Last week, I attended the Dell Technologies IQT event in New York City—a coming out party of sorts for Dell’s much anticipated and expanded IoT strategy. Our senior IoT analyst at Moor Insights & Strategy, Chris Wilder, published a research paper yesterday on Dell’s new strategy. I wanted to go ahead and share my take on the announcements coming out of the event.
Some background first. Dell was an early-entrant in IoT through the company’s OEM business and is not new to Dell. In fact, at two Dell EMC Worlds ago, I sat on stage with multiple Dell EMC IoT customers like mining operators and energy companies. The big difference two years ago is that there was very little if any synergy across Dell Technologies which spans Dell, Dell EMC, Vmware, RSA, Pivotal, SecureWorks and VirtuStream. Dell’s IQT Day sought to add some intelligence, the “IQ” into the Things and to do it Dell Technologies announced they would muster all the resources of the mothership.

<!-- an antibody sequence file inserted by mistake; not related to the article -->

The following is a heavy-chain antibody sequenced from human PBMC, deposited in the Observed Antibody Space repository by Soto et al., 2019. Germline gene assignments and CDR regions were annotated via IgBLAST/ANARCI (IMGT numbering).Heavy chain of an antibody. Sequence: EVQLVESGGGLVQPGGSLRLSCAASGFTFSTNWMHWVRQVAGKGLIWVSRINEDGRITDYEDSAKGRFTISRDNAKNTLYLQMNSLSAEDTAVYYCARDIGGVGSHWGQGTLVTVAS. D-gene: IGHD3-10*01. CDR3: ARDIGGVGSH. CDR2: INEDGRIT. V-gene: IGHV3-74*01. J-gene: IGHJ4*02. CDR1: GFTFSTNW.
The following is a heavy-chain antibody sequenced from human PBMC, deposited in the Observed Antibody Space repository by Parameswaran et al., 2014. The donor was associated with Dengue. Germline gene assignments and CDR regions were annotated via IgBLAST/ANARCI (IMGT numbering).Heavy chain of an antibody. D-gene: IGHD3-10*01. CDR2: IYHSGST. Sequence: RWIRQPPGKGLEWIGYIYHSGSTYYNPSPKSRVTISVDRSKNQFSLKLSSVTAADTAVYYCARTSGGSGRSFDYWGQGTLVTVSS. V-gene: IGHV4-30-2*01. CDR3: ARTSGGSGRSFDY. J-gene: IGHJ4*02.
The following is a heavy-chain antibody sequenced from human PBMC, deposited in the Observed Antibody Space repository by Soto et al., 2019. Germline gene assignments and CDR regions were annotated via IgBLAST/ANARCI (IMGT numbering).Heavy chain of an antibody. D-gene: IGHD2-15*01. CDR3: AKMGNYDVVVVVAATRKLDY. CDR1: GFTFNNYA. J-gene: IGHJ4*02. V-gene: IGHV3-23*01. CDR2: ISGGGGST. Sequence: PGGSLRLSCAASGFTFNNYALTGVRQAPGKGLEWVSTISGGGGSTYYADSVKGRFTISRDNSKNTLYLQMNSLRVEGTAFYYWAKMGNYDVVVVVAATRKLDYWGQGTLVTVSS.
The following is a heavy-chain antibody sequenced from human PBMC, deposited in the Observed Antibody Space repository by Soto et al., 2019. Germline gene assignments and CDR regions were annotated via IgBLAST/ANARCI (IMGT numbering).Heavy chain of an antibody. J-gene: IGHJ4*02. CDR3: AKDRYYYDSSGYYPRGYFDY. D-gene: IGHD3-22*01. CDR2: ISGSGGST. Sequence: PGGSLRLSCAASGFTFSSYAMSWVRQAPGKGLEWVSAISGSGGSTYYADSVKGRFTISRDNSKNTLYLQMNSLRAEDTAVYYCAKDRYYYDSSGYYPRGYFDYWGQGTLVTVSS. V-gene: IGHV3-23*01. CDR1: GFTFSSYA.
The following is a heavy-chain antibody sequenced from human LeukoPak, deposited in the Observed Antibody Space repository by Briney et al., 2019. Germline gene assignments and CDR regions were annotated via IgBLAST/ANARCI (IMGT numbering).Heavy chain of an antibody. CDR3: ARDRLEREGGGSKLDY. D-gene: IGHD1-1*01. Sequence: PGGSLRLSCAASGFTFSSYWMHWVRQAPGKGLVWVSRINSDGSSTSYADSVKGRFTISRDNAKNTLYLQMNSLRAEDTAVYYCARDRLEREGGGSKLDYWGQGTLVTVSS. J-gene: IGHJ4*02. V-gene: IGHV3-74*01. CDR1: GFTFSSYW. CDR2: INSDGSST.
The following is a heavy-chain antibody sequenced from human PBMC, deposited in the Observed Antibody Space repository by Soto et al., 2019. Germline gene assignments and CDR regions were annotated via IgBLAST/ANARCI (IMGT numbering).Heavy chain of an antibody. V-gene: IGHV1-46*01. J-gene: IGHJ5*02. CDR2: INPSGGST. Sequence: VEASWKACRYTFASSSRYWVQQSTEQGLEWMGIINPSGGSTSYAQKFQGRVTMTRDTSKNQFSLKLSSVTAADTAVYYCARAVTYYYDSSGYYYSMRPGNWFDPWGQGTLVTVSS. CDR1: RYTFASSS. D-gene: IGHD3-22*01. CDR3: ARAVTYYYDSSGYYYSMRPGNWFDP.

Dell Technologies introduces its new “distributed model”
Dell is referring to its IoT strategy as a “distributed model”—running counter to the highly-centralized public cloud computing model that has gained popularity in recent years. Dell contends that the myriad of devices on the edge (phones, autonomous cars, sensors) no longer have time to wait for a response from a centralized infrastructure—they must be able to process information and make decisions in real time. Dell’s answer to this problem is a new architecture that combines IoT and AI into one interconnected ecosystem spanning from the cloud to the core to the edge: a “Distributed Model.” I have long thought the “distributed core” (we call it “edge computing”) makes sense and not out of playing “defense” to the public cloud, but because of the laws of physics.